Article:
We know that industry, electricity, agriculture, transport and buildings are the main sources of greenhouse gas (GHG) emissions. Cutting their GHG emissions is key to sustainable and healthy lives and livelihoods.
We already have many of the solutions we need to start transitioning our economies today, by using the right policy levers. These include green investment, regulation, taxes and targeted subsidies, leading by example, and education. Much of this work happens at the sub-national level and within cities.
There is a lot more governments can do to reduce emissions and address climate change.
For example, we can end inefficient fossil fuel subsidies and put a price on carbon, we can invest in innovation and new technology, in better management of overall energy systems, or in building sustainable and resilient food systems. Many will contain trade-offs for policymakers to consider carefully and address, but solutions are multiple.
Governments can fund research and development in innovation to boost greener technology and infrastructure.
Governments can regulate to control emissions and ban polluting activities and chemicals that are toxic for people and the environment.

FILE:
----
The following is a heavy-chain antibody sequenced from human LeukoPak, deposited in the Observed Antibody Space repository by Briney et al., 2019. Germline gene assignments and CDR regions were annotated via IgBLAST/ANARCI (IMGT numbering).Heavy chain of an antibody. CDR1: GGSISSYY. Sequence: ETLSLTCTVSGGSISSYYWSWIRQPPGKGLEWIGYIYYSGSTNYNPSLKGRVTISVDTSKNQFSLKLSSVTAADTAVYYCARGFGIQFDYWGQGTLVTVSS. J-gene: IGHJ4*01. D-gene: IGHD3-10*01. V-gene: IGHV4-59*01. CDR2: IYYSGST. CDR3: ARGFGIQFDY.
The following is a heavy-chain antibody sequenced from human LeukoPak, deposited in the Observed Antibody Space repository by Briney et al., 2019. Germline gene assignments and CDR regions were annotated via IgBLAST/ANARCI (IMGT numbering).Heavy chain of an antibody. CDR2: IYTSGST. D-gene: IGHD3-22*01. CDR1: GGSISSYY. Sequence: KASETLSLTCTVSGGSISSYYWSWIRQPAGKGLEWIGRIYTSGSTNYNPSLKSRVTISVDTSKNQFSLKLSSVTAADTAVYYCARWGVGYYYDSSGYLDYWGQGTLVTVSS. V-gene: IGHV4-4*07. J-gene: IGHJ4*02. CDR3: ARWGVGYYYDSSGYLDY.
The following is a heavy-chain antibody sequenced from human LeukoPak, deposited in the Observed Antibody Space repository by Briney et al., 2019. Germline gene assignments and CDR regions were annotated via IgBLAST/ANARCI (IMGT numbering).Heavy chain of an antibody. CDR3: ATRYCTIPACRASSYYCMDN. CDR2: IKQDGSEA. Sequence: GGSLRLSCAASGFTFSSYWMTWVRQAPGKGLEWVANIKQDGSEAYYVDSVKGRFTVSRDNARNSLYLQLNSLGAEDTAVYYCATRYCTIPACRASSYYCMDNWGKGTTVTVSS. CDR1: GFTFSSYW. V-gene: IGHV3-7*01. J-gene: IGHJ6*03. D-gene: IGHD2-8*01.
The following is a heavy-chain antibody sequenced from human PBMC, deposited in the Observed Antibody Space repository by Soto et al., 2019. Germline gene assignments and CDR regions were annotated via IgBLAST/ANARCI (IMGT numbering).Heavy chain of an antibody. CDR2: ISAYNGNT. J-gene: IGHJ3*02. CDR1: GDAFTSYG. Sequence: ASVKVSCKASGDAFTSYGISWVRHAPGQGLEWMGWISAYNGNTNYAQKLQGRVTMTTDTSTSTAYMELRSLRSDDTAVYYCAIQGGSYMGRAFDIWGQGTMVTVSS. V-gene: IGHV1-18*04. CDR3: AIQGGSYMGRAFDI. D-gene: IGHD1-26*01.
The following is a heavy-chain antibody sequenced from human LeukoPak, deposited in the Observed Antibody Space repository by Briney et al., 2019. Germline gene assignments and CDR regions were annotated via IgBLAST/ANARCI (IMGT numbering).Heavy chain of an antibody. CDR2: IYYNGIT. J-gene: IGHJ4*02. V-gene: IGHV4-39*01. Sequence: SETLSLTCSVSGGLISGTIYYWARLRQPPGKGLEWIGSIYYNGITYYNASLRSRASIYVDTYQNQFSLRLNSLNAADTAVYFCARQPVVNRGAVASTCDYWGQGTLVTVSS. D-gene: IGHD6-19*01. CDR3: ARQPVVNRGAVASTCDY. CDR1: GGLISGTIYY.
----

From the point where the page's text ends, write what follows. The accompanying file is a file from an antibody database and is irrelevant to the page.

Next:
Governments can tax and subsidise in a way that drives decarbonisation, for instance by applying carbon taxes and cutting support for fossil fuels.
Governments can lead the way with greener subcontracting and rules of conduct nationally and locally.
Governments can step up educational programmes and campaigns to raise awareness, and inspire businesses and consumers to act.
Emissions from heavy industries that produce primary materials like steel, chemicals, cement, glass and paper, are energy intensive. Research and innovation, re-use and recycling, and improvement in manufacturing efficiency, will need to be scaled up.
Strategies must emphasise decarbonising the electricity sector while providing affordable and reliable supply of electricity for all. Renewable technologies are already cost-competitive in an increasing number of countries.
Focusing on agriculture and related land-use change will be critical to reduce emissions, and can help replenish our forests and reverse biodiversity loss. There is also potential to use agricultural soils to capture more carbon.
Decarbonising transport relies on innovative technologies and a shift towards cleaner alternatives. Integrated land-use, and transport planning that reduces distances and encourages public transport, cycling and walking, are crucial to this process.
Policies can improve building quality. Technologies and methods are much more climate friendly than before, and often cheaper than conventional construction. Existing buildings can also become more energy efficient, through renovation and retrofitting.
IPAC supports country towards net-zero greenhouse gas emissions